I think he's just so different than she's expecting. The men she's had contact with up to this point have been ones who understood their position and the right things to say and the right things to do. Not that Mr. Thornton doesn't! But he's just a little more rough around the edges. And she expects Higgins to be that way from first meeting, so he makes sense to her, therefore she's more comfortable around him. But Thornton is a different story. Plus I wonder if she's not already feeling a slight attraction and doesn't really understand it or know what to do with it, so it comes out antagonistically. If that makes sense?
Compare the two moms we’ve seen in the story.
Well, so far Mrs. Hale is very frustrating to me. While I can sympathize with her sickness, whatever it may be, I don't like that she's not really a mother to Margaret. I don't think she's a bad person, I just think she's allowed her sadness and regret to turn into bitterness and it's kind of all I can see whenever she's in the scene.
Mrs. Thornton on the other hand, absolutely dotes on her son. I do enjoy watching the two of them together, they have a wonderful relationship. But she's far from perfect. Her love for her son and her pride at all that he's raised them to has blinded her to being able to truly see him objectively. And she could certainly learn to have a little more gentleness with other people. Plus (and this gets more clear the further in the story we go) I think she's so enamored of her son that she's kind of neglected her daughter slightly.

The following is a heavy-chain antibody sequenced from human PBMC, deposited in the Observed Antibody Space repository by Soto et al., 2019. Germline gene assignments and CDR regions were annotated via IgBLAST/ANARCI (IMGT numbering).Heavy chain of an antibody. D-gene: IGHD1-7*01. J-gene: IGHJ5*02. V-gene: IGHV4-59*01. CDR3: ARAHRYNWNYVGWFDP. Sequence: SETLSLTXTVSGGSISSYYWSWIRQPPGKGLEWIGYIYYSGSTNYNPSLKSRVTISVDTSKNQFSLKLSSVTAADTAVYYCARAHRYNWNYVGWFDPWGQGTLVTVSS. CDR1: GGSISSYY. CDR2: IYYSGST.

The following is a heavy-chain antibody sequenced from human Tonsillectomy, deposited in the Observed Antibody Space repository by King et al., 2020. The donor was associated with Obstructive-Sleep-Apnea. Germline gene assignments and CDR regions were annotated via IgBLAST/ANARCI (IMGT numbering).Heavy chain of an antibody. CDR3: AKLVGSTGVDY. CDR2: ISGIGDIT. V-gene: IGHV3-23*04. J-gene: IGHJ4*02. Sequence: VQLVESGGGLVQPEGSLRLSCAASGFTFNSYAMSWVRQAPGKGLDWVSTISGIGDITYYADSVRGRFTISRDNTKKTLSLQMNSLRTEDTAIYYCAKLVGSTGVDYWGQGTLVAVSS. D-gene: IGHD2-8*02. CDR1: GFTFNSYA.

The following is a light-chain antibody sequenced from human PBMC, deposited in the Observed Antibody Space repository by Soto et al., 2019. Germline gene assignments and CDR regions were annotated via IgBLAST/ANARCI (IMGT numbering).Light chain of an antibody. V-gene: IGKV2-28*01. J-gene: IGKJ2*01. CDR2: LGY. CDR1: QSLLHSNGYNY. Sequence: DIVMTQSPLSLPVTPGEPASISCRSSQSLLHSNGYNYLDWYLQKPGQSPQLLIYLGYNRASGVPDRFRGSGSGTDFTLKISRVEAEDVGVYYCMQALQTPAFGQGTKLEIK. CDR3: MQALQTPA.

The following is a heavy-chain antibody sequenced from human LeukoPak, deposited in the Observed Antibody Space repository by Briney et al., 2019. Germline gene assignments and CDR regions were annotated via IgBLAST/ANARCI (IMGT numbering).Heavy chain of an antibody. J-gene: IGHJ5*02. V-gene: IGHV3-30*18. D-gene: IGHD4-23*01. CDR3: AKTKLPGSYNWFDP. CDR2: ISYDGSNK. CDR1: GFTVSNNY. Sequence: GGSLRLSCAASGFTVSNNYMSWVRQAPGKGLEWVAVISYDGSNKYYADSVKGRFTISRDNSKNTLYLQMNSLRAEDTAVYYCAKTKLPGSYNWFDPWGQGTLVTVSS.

What differences are you seeing so far between the north and the south?
The south is much more relaxed and even-keeled and the north is fast-paced and constantly moving. Basically the country vs. the city. The city has lots more people in a small space, so it's much more obvious in being able to see the differences between the rich and the poor.
Do you think Mr. Hale was justified in leaving the church and his position?
Yes, because he clearly was unable to live with his present circumstances. He chose to stick to his standards, even though he knew it would be difficult.
What are your feelings on Frederick’s situation?
It's very sad. He can never see his family again or they him. And they all miss him so very much! I can't imagine having to go through that.
What are your thoughts on the master and worker relationship?
It's intriguing! It's one of the aspects that I really enjoy about this story. And I love that we are privy to both sides, so I tend to sympathize with both. Neither side makes all the right choices though and I wish they had a better understanding of one another. (Communication, people! ;) Watching the push and pull between them is fascinating, they all need each other really. The mills couldn't operate without workers and the workers need somewhere to make money so they can live. Finding a balance isn't easy. It also resonates because these are things that we still deal with today. Humans haven't changed much over the years!